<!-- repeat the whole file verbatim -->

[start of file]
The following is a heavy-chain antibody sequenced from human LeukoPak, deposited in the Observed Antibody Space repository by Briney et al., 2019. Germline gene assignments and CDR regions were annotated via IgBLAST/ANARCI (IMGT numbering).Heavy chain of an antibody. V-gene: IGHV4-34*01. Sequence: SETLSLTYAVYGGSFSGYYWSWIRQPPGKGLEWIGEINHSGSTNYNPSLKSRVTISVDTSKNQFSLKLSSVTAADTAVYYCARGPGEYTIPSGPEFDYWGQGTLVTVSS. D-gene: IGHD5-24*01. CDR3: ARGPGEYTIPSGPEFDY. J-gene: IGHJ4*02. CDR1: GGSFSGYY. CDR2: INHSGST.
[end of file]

The following is a heavy-chain antibody sequenced from human LeukoPak, deposited in the Observed Antibody Space repository by Briney et al., 2019. Germline gene assignments and CDR regions were annotated via IgBLAST/ANARCI (IMGT numbering).Heavy chain of an antibody. V-gene: IGHV4-34*01. Sequence: SETLSLTYAVYGGSFSGYYWSWIRQPPGKGLEWIGEINHSGSTNYNPSLKSRVTISVDTSKNQFSLKLSSVTAADTAVYYCARGPGEYTIPSGPEFDYWGQGTLVTVSS. D-gene: IGHD5-24*01. CDR3: ARGPGEYTIPSGPEFDY. J-gene: IGHJ4*02. CDR1: GGSFSGYY. CDR2: INHSGST.